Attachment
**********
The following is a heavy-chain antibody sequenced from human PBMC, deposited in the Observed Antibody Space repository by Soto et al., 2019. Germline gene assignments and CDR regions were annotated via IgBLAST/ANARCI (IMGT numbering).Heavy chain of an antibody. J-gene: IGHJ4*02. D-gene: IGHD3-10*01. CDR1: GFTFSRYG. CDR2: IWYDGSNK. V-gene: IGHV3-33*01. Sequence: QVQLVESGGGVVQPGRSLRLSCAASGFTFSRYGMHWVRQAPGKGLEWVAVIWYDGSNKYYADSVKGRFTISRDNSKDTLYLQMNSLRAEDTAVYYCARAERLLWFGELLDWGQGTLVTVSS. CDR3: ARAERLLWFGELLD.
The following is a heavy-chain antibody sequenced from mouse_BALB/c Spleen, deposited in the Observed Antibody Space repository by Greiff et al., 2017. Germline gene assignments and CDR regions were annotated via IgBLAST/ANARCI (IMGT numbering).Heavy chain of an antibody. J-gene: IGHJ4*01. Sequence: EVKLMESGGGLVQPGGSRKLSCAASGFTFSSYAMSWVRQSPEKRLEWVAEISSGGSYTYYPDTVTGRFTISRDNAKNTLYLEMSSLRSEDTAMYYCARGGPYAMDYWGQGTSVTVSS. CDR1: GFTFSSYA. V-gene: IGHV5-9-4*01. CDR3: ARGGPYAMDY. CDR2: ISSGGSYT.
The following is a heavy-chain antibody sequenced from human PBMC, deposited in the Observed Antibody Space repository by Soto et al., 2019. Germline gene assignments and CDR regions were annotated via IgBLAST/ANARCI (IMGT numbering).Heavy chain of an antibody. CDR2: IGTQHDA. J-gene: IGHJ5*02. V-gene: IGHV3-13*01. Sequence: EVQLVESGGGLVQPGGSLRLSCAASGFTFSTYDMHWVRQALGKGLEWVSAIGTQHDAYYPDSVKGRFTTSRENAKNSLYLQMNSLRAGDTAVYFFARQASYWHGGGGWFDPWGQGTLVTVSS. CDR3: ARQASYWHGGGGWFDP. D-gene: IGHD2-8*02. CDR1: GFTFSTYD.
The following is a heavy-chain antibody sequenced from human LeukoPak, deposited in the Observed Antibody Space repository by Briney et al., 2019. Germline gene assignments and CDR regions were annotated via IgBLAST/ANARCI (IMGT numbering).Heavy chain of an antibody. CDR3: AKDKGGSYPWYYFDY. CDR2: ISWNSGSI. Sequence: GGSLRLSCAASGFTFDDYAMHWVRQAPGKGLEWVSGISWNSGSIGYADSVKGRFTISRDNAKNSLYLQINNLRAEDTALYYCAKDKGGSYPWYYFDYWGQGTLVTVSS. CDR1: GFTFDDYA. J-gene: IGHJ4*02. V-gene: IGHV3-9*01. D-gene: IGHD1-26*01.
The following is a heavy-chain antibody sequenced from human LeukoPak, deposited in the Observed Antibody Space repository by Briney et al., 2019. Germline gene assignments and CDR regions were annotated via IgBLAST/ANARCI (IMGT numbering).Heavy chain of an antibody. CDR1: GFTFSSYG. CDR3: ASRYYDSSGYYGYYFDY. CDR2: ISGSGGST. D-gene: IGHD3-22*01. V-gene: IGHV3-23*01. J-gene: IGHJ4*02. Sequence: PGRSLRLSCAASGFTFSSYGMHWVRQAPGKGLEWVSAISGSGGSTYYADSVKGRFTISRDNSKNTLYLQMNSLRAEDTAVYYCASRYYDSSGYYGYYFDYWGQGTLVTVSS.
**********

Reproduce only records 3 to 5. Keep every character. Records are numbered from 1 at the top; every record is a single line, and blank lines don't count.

The following is a heavy-chain antibody sequenced from human PBMC, deposited in the Observed Antibody Space repository by Soto et al., 2019. Germline gene assignments and CDR regions were annotated via IgBLAST/ANARCI (IMGT numbering).Heavy chain of an antibody. CDR2: IGTQHDA. J-gene: IGHJ5*02. V-gene: IGHV3-13*01. Sequence: EVQLVESGGGLVQPGGSLRLSCAASGFTFSTYDMHWVRQALGKGLEWVSAIGTQHDAYYPDSVKGRFTTSRENAKNSLYLQMNSLRAGDTAVYFFARQASYWHGGGGWFDPWGQGTLVTVSS. CDR3: ARQASYWHGGGGWFDP. D-gene: IGHD2-8*02. CDR1: GFTFSTYD.
The following is a heavy-chain antibody sequenced from human LeukoPak, deposited in the Observed Antibody Space repository by Briney et al., 2019. Germline gene assignments and CDR regions were annotated via IgBLAST/ANARCI (IMGT numbering).Heavy chain of an antibody. CDR3: AKDKGGSYPWYYFDY. CDR2: ISWNSGSI. Sequence: GGSLRLSCAASGFTFDDYAMHWVRQAPGKGLEWVSGISWNSGSIGYADSVKGRFTISRDNAKNSLYLQINNLRAEDTALYYCAKDKGGSYPWYYFDYWGQGTLVTVSS. CDR1: GFTFDDYA. J-gene: IGHJ4*02. V-gene: IGHV3-9*01. D-gene: IGHD1-26*01.
The following is a heavy-chain antibody sequenced from human LeukoPak, deposited in the Observed Antibody Space repository by Briney et al., 2019. Germline gene assignments and CDR regions were annotated via IgBLAST/ANARCI (IMGT numbering).Heavy chain of an antibody. CDR1: GFTFSSYG. CDR3: ASRYYDSSGYYGYYFDY. CDR2: ISGSGGST. D-gene: IGHD3-22*01. V-gene: IGHV3-23*01. J-gene: IGHJ4*02. Sequence: PGRSLRLSCAASGFTFSSYGMHWVRQAPGKGLEWVSAISGSGGSTYYADSVKGRFTISRDNSKNTLYLQMNSLRAEDTAVYYCASRYYDSSGYYGYYFDYWGQGTLVTVSS.